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Top Five Musical Clichés

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We look to music to express things that are true and sincere, ways to express our innermost feelings and bare our souls. But sometimes what was once meaningful becomes a musical trope played to express the most basic of feelings: like how Bach’s Cello Suite No. 1 in G Major is used to express anything highbrow and Pachelbel’s Canon has appeared at some point in just about every movie or TV show that’s had a wedding. As much as we may love these works, they’ve become clichés. 

1. Rossini's William Tell overture

Rather than calling to mind Swiss folk hero, the William Tell overture conjures up the Lone Ranger barking out “Hi-yo Silver Away,” faster than a speeding bullet when it comes across the airwaves. Rossini intended the famous melody to connote a cavalry charge, and it has almost to a fault; anyone who leads a charge inevitably seems to gallop off into the distance on Rossini’s cue.

2. Wagner's Ride of the Valkyries

From Bugs Bunny to Robert Duvall’s Lieutenant Colonel Bill Kilgore in Apocalypse Now, The Ride of the Valkyries from Wagner’s Die Walküre has become ubiquitous for anyone on a mission, whether it’s to flummox Elmer Fudd or attack the Vietnamese. Tina Fey’s character Liz Lemon on the television show 30 Rock even references one of these references. When someone notes that her ringtone happens to resemble the Wagner leitmotif, Lemon corrects her, saying the tune is “Kill the Wabbit.”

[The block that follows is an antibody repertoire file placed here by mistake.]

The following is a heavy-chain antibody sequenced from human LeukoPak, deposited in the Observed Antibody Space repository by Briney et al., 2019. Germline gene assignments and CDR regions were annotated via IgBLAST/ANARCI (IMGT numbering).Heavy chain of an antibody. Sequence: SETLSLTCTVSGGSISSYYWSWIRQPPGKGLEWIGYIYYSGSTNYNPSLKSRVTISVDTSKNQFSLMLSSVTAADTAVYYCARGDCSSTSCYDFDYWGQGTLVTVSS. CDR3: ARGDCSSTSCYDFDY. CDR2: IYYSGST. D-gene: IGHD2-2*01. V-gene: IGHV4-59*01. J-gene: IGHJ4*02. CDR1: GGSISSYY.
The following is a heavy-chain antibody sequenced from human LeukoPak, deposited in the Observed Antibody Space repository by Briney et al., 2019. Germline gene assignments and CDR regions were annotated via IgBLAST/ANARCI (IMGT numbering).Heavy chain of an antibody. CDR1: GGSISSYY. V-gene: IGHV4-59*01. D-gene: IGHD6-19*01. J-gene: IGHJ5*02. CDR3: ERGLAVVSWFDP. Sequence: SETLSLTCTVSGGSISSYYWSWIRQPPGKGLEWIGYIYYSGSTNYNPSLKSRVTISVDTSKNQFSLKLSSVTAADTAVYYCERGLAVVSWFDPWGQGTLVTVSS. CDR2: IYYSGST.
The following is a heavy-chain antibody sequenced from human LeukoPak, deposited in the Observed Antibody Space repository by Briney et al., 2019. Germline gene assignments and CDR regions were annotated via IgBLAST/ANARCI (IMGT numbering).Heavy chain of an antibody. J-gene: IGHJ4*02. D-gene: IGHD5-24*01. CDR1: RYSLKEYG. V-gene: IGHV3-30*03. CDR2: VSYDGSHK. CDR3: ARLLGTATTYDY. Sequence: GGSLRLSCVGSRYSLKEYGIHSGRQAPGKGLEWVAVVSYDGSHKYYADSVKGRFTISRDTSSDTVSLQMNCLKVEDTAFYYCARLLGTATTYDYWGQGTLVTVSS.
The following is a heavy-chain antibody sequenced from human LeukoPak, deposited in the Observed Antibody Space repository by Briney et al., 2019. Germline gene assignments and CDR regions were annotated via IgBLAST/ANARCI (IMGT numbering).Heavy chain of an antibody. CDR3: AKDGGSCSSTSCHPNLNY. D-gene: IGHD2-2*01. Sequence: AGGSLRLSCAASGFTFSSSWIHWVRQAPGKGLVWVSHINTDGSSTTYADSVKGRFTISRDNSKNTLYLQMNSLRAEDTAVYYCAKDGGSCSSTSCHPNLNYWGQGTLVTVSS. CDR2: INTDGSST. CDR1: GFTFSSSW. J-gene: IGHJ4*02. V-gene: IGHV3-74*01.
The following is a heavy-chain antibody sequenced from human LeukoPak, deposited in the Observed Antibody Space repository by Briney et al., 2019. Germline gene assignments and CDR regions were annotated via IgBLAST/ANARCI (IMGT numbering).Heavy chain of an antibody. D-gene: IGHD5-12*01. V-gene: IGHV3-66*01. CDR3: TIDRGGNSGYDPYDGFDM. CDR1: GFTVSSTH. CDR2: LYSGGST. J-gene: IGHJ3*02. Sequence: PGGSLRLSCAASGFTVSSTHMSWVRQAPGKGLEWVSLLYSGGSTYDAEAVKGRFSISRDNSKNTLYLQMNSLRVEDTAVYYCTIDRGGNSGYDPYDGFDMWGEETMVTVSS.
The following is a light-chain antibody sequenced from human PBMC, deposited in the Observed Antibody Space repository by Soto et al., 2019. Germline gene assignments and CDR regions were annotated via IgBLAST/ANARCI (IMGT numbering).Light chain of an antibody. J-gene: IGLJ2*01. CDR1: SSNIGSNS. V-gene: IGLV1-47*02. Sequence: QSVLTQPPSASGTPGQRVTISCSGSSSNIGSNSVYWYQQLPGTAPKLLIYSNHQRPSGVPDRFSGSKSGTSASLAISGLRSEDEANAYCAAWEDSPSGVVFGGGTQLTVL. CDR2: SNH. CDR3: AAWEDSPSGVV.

3. Barber’s Adagio for Strings

When coming to grips with tragedy, Samuel Barber’s Adagio for Strings seems to be the necessary accompaniment. In fact, Thomas Larson wrote a book about this phenomenon: The Saddest Music Ever Written: The Story of Samuel Barber’s Adagio for Strings. The slowly ascending chords have played during funerals of FDR, JFK, Albert Einstein and Grace Kelly. The work scored both played during the 9/11 tributes and in Oliver Stone’s Platoon, all of which comes to mind when the Adagio is played. Baltimore Symphony Orchestra conductor Marin Alsop told the New York Times on the occasion of the centennial of Barber’s birth, “I’ve been conditioned by the power of … visuals to associate Adagio with traumatic events.” That association also works to the advantage in the satirical cartoon series South Park in its more melodramatic moments.

4. Strauss's Also sprach Zarathustra

Richard Strauss opening notes of his tone poem, Also sprach Zarathustra, were meant to evoke man discovering the power of god. Thanks to Stanley Kubrick and his 2001: A Space Odyssey, it elicits images of an ape whacking a skull with a femur. Afterwards, any triumph of a person or species no matter how large or small (or ironic, as in the case of a morbidly obese captain lifting himself on his feet in the Pixar film Wall-E) seems to include the same chords and rumbling timpani.

5. Orff's Carmina Burana

Perhaps Carl Orff would have been delighted that his Carmina Burana has essentially become a jock jam, regularly played at sports events. After all, the cantata speaks of the fickleness of fortune and wealth, as well as the joys of gambling and lust—all themes that resonate within athletic competition. Or perhaps, it’s just the driving rhythms and intimidating chorus that have made it a Latin version of Queen’s “We Will Rock You. The work’s opening chorus “O Fortuna” is so familiar in arenas, the Cleveland Orchestra used it in a spoof